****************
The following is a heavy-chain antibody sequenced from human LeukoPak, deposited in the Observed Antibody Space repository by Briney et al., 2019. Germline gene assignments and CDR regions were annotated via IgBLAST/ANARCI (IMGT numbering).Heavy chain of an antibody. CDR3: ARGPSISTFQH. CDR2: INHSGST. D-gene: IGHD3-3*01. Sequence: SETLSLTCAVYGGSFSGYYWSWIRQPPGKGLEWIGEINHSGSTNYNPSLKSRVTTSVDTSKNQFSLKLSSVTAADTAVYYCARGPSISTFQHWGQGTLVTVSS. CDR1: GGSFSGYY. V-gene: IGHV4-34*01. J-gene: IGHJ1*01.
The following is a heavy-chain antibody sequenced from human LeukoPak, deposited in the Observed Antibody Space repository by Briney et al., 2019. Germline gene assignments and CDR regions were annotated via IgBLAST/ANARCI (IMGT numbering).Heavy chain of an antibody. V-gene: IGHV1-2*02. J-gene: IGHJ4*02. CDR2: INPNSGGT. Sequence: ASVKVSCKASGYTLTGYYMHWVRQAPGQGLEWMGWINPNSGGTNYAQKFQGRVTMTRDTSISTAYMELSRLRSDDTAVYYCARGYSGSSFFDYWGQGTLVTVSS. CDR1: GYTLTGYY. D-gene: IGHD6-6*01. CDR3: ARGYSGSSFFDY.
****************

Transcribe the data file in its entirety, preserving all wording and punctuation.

The following is a heavy-chain antibody sequenced from human LeukoPak, deposited in the Observed Antibody Space repository by Briney et al., 2019. Germline gene assignments and CDR regions were annotated via IgBLAST/ANARCI (IMGT numbering).Heavy chain of an antibody. CDR3: ARGPSISTFQH. CDR2: INHSGST. D-gene: IGHD3-3*01. Sequence: SETLSLTCAVYGGSFSGYYWSWIRQPPGKGLEWIGEINHSGSTNYNPSLKSRVTTSVDTSKNQFSLKLSSVTAADTAVYYCARGPSISTFQHWGQGTLVTVSS. CDR1: GGSFSGYY. V-gene: IGHV4-34*01. J-gene: IGHJ1*01.
The following is a heavy-chain antibody sequenced from human LeukoPak, deposited in the Observed Antibody Space repository by Briney et al., 2019. Germline gene assignments and CDR regions were annotated via IgBLAST/ANARCI (IMGT numbering).Heavy chain of an antibody. V-gene: IGHV1-2*02. J-gene: IGHJ4*02. CDR2: INPNSGGT. Sequence: ASVKVSCKASGYTLTGYYMHWVRQAPGQGLEWMGWINPNSGGTNYAQKFQGRVTMTRDTSISTAYMELSRLRSDDTAVYYCARGYSGSSFFDYWGQGTLVTVSS. CDR1: GYTLTGYY. D-gene: IGHD6-6*01. CDR3: ARGYSGSSFFDY.